People and Their Pets Helping Others: FAQ About Animal Assisted Therapy
What is animal assisted therapy?
Animal assisted therapy is a way for people and their pets to help others by sharing their compassion and goodwill. Pets and their owners visit and interact with a wide variety of people that need a little extra emotional support. Therapy patients get a chance to pet, talk to and bond with visiting pets.
Why is animal assisted therapy important?
It's been shown that people who spend time with pets live longer, get sick less, and have lower blood pressure. Petting and talking to animals lowers stress in people and the animals they are interacting with. It can also be a great way to lift people out of isolation and loneliness. Pets are wonderful listeners and provide unconditional love. Therapeutic horseback riding is another valuable type of animal assisted therapy that gives people an additional way to interact with animals.
What kinds of people and places will my pet and I visit?
Therapy pets and their owners visit a wide variety of people and places:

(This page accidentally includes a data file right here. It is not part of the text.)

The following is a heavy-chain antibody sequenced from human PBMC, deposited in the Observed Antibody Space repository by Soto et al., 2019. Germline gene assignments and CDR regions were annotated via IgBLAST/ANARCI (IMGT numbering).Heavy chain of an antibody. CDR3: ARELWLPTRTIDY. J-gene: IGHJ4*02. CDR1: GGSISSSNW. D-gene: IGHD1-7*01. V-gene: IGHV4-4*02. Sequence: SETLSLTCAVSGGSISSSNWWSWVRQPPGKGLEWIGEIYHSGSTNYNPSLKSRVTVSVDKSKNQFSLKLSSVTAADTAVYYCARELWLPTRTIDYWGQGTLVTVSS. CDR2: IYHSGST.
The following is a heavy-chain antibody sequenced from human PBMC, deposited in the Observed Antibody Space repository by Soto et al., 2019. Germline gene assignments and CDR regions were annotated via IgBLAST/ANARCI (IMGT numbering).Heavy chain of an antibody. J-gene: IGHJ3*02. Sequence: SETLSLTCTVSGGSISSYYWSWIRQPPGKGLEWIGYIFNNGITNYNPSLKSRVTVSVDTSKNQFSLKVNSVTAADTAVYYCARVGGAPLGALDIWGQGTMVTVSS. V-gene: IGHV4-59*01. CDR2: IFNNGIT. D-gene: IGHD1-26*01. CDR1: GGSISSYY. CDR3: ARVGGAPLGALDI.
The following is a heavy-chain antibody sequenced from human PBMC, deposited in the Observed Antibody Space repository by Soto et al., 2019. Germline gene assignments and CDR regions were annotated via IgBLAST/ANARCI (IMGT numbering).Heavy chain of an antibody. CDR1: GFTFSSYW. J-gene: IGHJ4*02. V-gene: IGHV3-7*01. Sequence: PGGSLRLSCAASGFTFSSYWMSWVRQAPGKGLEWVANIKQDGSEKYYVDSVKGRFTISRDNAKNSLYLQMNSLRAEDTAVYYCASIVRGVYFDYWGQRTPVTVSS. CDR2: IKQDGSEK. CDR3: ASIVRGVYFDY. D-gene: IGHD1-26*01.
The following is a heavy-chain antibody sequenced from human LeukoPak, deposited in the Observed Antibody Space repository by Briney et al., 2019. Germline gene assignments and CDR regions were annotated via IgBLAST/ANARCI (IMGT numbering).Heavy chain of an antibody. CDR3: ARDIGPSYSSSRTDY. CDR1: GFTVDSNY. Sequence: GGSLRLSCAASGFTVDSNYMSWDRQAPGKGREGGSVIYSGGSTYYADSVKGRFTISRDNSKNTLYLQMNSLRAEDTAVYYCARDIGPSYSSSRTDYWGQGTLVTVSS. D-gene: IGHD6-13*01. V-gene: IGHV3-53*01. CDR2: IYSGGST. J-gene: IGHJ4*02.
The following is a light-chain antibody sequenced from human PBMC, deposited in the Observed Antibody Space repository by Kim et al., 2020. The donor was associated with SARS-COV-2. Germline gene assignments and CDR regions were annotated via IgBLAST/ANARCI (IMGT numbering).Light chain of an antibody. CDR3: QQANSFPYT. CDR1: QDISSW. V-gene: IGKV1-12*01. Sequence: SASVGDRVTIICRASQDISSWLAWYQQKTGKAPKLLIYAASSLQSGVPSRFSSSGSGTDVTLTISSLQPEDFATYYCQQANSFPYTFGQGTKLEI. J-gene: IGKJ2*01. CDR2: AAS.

- Patients in hospitals
- Elderly people in nursing homes, hospices and retirement homes
- Psychologically or emotionally disturbed children and adults
- Adults and children with physical disabilities
- Prison inmates
- Disaster victims
What types of animals are used?
Dogs are the most common therapy pets, but horses, cats and even birds have been known to pitch in.
What are the qualifications of a good therapy pet?
In general, therapy pets should be well-behaved, friendly animals that can be trained to interact with strangers in unusual or distracting situations. They must enjoy human interaction, including lots of petting and cuddling. No biters here!
How do I find out more?
Take a look at some of these links we've collected for you.
More About Animal Assisted Therapy
Four-Footed Therapy (at the World Trade Center site)
Horses and Therapeutic Riding
Animal Assisted Therapy Organizations
The North American Riding for the Handicapped Association